Scott Wise’s review published on Letterboxd :
This is the best film in the X-Men franchise to date, and may be the best X-Men film we ever get. Unfortunately, that's not necessarily a good thing.
Ignoring the logical trappings of time travel, it's actually a remarkably simple narrative, with a few milestone set pieces but only one core point which its plot is driving towards. That's a blessing and a curse, because while it doesn't feel overly long, neither does it feel entirely fulfilling.
In the X-Men universe, it gets a lot right. It bridges the storylines and characters of the scattershot timelines of previous films, and does so remarkably well. Its characters are all true to their roots while remaining incredibly well-realized onscreen, with amazing action sequences that are fantastically choreographed. Visual effects and acting skills are never at fault, and with Singer back in the saddle it feels clean and concise. It’s also markedly dark, which is something this genre greatly benefits from if done right (here, I’d say it does).
But it's not all roses.
We are introduced to a compelling new character, Quicksilver, who is amazingly well-executed (and who is given a show-stealing scene in the middle of the film). Actually, he’s better realized than I thought a faster-than-the-eye character ever could be. And yet, after he is crucial to a single action set piece, he's effectively sidelined for the remainder of the narrative without much explanation.
The entire plot hinges on one premise: convince a character to change their mind. It’s a summer blockbuster, so we understand that the film is likely to go the satisfying route and deliver on that mission. So when it does, we’re not surprised, and the film doesn’t seem like it deserves to be rewarded for doing anything brave or challenging in its approach towards that goal. There are some cool new ideas in the micro – in characters, action scenes, even in twists to the canon storyline that only time-travel can afford – but never on the macro. So the overall effect is much like eating a buffet: a few things taste great, and you come away full, but you’re not truly satisfied.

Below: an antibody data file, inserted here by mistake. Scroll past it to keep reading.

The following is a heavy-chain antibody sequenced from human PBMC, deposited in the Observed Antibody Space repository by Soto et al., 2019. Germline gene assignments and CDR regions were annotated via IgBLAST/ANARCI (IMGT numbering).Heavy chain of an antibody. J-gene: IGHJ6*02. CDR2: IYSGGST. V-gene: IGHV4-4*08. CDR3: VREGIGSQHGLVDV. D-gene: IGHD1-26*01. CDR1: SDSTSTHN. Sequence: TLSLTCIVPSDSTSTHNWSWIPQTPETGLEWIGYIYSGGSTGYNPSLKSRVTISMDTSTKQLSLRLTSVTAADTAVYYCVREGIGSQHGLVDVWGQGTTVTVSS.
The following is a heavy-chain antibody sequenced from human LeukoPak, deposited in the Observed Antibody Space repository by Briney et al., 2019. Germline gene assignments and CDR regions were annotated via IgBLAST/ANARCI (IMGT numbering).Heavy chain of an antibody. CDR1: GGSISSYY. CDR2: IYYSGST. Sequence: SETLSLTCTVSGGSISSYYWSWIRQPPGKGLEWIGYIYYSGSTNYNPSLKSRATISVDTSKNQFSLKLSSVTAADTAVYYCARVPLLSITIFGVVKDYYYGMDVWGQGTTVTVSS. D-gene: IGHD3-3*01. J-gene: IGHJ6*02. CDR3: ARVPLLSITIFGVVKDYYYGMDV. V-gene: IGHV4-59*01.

And, it appears we’re never going to get a version of Beast that doesn’t look terrible in motion.
I will forever be especially hard on the X-Men franchise, because it was the one set of characters that I was especially connected to while growing up, saving coins for weeks to purchase whatever issues I could get my hands on. To his credit, Singer is able to realize these characters better than anyone to date, and with the more mature themes of this film they feel as though they are incredibly close to their full potential. He’s also able to convincingly ret-con out a number of poor decisions this franchise has made in previous films. And yet, there’s still a lot left on the table.